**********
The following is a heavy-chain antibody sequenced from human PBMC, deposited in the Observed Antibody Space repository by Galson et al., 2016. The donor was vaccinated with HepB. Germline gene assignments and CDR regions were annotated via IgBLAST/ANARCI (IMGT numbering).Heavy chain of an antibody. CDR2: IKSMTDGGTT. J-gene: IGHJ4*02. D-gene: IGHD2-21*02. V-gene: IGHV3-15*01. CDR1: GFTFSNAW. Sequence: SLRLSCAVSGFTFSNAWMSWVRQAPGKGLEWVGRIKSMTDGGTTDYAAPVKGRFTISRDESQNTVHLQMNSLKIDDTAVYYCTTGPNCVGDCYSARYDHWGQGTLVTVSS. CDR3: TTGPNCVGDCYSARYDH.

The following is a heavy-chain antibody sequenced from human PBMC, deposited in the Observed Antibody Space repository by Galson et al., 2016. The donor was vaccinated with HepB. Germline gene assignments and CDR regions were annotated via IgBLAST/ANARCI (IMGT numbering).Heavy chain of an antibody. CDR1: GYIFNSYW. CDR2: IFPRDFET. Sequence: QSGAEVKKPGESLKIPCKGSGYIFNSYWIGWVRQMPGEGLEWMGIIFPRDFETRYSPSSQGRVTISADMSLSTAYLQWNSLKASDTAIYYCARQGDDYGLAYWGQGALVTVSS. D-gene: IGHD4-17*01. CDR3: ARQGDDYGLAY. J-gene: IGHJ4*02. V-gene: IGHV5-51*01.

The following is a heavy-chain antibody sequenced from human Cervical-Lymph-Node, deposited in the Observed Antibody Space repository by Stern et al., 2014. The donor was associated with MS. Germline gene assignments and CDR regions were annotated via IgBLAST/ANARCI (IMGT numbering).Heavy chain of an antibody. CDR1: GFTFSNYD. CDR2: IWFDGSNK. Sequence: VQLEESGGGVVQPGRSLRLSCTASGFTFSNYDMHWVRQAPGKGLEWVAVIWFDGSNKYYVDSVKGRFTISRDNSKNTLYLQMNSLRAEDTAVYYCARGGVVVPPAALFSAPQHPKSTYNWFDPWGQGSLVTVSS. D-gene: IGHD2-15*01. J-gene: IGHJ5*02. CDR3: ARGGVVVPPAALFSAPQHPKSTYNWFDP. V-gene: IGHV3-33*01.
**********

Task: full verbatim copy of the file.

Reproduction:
The following is a heavy-chain antibody sequenced from human PBMC, deposited in the Observed Antibody Space repository by Galson et al., 2016. The donor was vaccinated with HepB. Germline gene assignments and CDR regions were annotated via IgBLAST/ANARCI (IMGT numbering).Heavy chain of an antibody. CDR2: IKSMTDGGTT. J-gene: IGHJ4*02. D-gene: IGHD2-21*02. V-gene: IGHV3-15*01. CDR1: GFTFSNAW. Sequence: SLRLSCAVSGFTFSNAWMSWVRQAPGKGLEWVGRIKSMTDGGTTDYAAPVKGRFTISRDESQNTVHLQMNSLKIDDTAVYYCTTGPNCVGDCYSARYDHWGQGTLVTVSS. CDR3: TTGPNCVGDCYSARYDH.

The following is a heavy-chain antibody sequenced from human PBMC, deposited in the Observed Antibody Space repository by Galson et al., 2016. The donor was vaccinated with HepB. Germline gene assignments and CDR regions were annotated via IgBLAST/ANARCI (IMGT numbering).Heavy chain of an antibody. CDR1: GYIFNSYW. CDR2: IFPRDFET. Sequence: QSGAEVKKPGESLKIPCKGSGYIFNSYWIGWVRQMPGEGLEWMGIIFPRDFETRYSPSSQGRVTISADMSLSTAYLQWNSLKASDTAIYYCARQGDDYGLAYWGQGALVTVSS. D-gene: IGHD4-17*01. CDR3: ARQGDDYGLAY. J-gene: IGHJ4*02. V-gene: IGHV5-51*01.

The following is a heavy-chain antibody sequenced from human Cervical-Lymph-Node, deposited in the Observed Antibody Space repository by Stern et al., 2014. The donor was associated with MS. Germline gene assignments and CDR regions were annotated via IgBLAST/ANARCI (IMGT numbering).Heavy chain of an antibody. CDR1: GFTFSNYD. CDR2: IWFDGSNK. Sequence: VQLEESGGGVVQPGRSLRLSCTASGFTFSNYDMHWVRQAPGKGLEWVAVIWFDGSNKYYVDSVKGRFTISRDNSKNTLYLQMNSLRAEDTAVYYCARGGVVVPPAALFSAPQHPKSTYNWFDPWGQGSLVTVSS. D-gene: IGHD2-15*01. J-gene: IGHJ5*02. CDR3: ARGGVVVPPAALFSAPQHPKSTYNWFDP. V-gene: IGHV3-33*01.